Reasonable minds have protected G.A. pilots from the unreasonable application of 91.213, until now. This FAR states that no person may takeoff an aircraft with inoperative instruments of equipment. That can mean any instrument or any piece of equipment. FAR 91.213(d) allows placarding along with deactivation or removal of the inoperative component. A certified mechanic who has determined that the action does not constitute a hazard to the operation of the aircraft must do this. The mechanic must do the required placarding and make an entry into the aircraft maintenance records.
The equipment list is portion of the certification papers. An annual inspection on an airplane, requires the mechanic to inspect the airplane to ensure that it is in compliance with the certification papers. The mechanic then signs off the inspection. This certifies that the aircraft conforms with the certification. The FAA also has a minimum equipment list that recent aircraft must have on certification This is a shorter list than on the certification papers. You cannot certify an airplane without having everything on that minimum equipment list in place and operational.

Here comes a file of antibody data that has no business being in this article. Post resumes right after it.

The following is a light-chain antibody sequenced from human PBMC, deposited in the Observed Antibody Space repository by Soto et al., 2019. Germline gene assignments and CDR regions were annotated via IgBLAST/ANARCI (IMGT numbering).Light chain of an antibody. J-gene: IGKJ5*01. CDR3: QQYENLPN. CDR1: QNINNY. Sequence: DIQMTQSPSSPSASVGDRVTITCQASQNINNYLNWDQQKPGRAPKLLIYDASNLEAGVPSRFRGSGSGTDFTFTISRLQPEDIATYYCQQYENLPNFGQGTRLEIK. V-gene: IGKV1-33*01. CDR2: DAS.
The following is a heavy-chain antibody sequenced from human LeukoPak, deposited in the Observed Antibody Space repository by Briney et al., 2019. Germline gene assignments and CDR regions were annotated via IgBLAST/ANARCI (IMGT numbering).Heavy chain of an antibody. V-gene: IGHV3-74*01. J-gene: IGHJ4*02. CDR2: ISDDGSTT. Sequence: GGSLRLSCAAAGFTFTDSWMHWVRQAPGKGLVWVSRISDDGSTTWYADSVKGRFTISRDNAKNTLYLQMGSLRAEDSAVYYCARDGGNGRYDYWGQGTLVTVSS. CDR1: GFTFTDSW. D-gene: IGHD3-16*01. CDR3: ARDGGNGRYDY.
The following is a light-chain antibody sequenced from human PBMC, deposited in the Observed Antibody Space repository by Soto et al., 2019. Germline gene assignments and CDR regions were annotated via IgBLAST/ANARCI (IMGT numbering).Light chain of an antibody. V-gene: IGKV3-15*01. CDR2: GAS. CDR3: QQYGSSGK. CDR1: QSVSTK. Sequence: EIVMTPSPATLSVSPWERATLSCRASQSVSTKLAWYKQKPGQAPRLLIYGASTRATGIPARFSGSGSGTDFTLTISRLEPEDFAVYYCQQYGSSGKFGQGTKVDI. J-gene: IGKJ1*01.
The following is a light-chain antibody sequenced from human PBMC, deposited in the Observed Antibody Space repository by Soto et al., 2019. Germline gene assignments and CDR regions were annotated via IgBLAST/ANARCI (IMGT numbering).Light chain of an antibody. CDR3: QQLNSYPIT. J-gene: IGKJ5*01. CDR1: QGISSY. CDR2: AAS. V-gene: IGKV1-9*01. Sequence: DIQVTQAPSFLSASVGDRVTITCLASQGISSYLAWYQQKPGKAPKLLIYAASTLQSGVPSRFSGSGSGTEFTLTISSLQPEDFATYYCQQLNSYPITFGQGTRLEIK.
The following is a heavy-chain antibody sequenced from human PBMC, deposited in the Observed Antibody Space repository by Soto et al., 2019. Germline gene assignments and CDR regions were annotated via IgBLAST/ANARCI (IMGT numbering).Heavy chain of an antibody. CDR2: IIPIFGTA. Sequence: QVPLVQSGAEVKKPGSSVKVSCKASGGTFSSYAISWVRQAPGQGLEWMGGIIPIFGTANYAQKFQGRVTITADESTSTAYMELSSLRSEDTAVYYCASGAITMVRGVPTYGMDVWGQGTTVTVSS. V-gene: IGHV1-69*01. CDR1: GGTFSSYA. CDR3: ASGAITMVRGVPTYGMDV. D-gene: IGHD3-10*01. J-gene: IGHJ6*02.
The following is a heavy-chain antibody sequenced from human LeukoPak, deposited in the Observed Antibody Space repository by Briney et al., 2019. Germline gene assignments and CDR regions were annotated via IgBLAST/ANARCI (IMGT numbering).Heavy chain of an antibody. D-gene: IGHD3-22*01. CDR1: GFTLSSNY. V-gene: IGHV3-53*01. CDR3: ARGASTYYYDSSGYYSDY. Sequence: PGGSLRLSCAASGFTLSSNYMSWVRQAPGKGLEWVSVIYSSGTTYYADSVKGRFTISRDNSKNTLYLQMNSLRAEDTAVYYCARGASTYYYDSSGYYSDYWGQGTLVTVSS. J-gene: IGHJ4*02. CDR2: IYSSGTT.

An inoperative instrument that is not required for certification must have a label or placard indicating that it is not operational. If the item is required for the flight, it is required to be operational, otherwise, the airplane is not airworthy. "Required" items are required. The aircraft was originally built and certified with those items. The aircraft is not in compliance without the required items..
There is a way for flying an airplane that is not otherwise
legal to fly. It is called a "ferry permit." The local
FiSDO will issue a temporary permit that is good for a good reason
for a specific flight. You usually have a week to make the flight.
Before the ferry permit is valid, the airplane has to be inspected